Charles Parnell Barrington was born in 1770 in Middlesex, England. He married Elizabeth Hayward Budd and the couple had eleven children: Margaret Sibella, Carter, Harriet, Victoria, Christina, Elizabeth Ann, Olivia Mary, John, Sidney William, Henry and Edwin John Carter. Barrington immigrated to Canada where he joined the militia and was stationed first in Quebec and then Charlottetown, P.E.I. He was finally stationed at Sydney, Nova Scotia, holding the position of Captain of the 7th Battalion of the 60th Rifles of Foot. He settled at Sydney Mines in 1817 and brought his family over from England. Barrington died in 1848. Many of the Barrington children and grandchildren remained in Cape Breton. Yorke Henry Ainsley Barrington, son of Edwin, and his son Yorke Cotrill Barrington, became heavily involved in the founding of the Cape Breton coal industry.
The first member of the Basker family immigrated to Boston, United States of America (USA) before the birth of Joseph Basker in 1792. Joseph Basker’s unnamed father was a solider with the 32nd Regiment and was stationed in Windsor, Nova Scotia, so the family settled there until the father’s death. Joseph Basker returned to the USA for a time before settling in the Gut of Canso, Nova Scotia with his mother. At the age of 22 he petitioned for a 200-acre lot along the south east branch of the Mabou River in Cape Breton and the family settled in what would become Mull River, Nova Scotia. The Baskers farmed in Mull River for over 150 years.
Richard Henry Brown was born 13 November 1837 at London, England, the son of Richard and Sibella Margaret (Barrington) Brown. R.H. married Barbara Davison (1842-1898) on 23 November 1864 and the couple had five children: Margaret Sibella, Elizabeth Purves, Anne Ethel, Richard Charles, and Lillian Seward. The family resided in Sydney Mines, Nova Scotia where Brown worked as manger of the General Mining Association (later the Nova Scotia Steel and Coal Company), and served as the mayor of the town of Sydney Mines. Daughter Margaret (1866-1961) became an artist and served on the directorate of the Nova Scotia College of Art and Design. Richard Charles (1872-1928) studied engineering and worked with his father at the Nova Scotia Steel and Coal Company.
Richard Gibbons Jr. was born in 1734 at London, England, the son of Richard and Susannah Gibbons. He received his early education in England. The family first immigrated to Virginia and then Halifax, Nova Scotia. Richard Jr. married Susanna Shepard on 10 May 1783 at Halifax. On 14 May 1765 he was admitted as a solicitor of the Court of Chancery for Nova Scotia. On 31 October 1765, Gibbons was named a clerk for the Inferior Court of Common Pleas. In 1770, he was elected to the Legislature for Barrington Township for one year. Between 1777-1781, he was Solicitor General and in 1781 named Attorney General. On 25 July 1784 Gibbons was named Chief Justice for Cape Breton and he and his family moved to the island. Richard Gibbons Jr. died on 3 August 1794 in a prison at Nantes, France. His son, Richard Gibbons III was Attorney General of Cape Breton and a leading lawyer and separatist. The Gibbons family resided largely around Marion Bridge during the twentieth century.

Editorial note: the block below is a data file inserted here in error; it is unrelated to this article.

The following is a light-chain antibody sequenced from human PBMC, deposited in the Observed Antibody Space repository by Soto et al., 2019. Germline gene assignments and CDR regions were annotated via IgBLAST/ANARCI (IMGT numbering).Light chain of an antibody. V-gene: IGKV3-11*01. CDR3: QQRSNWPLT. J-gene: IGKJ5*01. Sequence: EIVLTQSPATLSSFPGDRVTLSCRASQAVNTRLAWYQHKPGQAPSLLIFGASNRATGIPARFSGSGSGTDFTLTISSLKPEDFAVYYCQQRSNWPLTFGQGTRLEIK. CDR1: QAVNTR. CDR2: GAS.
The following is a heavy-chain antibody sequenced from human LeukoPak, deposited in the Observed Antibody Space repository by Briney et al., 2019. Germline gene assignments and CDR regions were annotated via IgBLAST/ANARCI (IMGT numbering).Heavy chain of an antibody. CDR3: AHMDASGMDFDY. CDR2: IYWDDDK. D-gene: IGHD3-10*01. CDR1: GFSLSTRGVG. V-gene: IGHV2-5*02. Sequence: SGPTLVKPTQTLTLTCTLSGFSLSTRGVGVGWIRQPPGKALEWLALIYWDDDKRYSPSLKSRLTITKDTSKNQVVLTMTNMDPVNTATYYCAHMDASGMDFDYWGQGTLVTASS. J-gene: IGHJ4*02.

Simeon Horn came to Nova Scotia with his widowed mother and family, probably from England, circa. 1802. He settled in the Mira area on Cape Breton Island. The area of land that Horn was granted became known as Hornes Road. On 4 April 1804 he married Mary Noel and the couple had seven children: Samuel Levi, Jane, Mary Ann, Elias, John W., Phillip, and David. Samuel (1805-1877) married Mary LeCrass and the couple had seven children, including Thomas (1882-1976). Thomas married Beatrice Campbell and the couple had five children.
Peter F. Leaver was born in 1773. On 19 January 1806 he married Esther Jones. The couple resided in the Main-a-Dieu, N.S. area and had (at least) three children: Maria, Caroline Frances (1808-1896) and Elizabeth Sarah (1810-1903). Leaver served as a Justice of the Peace and a school teacher in Main-a-Dieu. He died in 1811.
The Liscombe family settled in Cape Breton in the middle of the nineteenth century. Edward Liscombe (1811-1901), a blacksmith, married Margaret Oliver (1816-1898) in 1838; among their family was Francis "Frank" J. (1847-1926) who married Susan Howie. Frank and Susan Liscombe had five children: Harry Oliver, Rebecca Emily, Olive Margaret, Ella Muriel and Francis Gerald. The family was musical and participated in many musical groups.
The family of Roderick and Mary Morrison lived in St. Esprit, Cape Breton. Born May 12, 1887, their son Kenneth Roderick enlisted with the Canadian Infantry on June 19, 1915, at age 28. He served with the 25th and 40 Battalions before he was killed in action on October 3, 1916.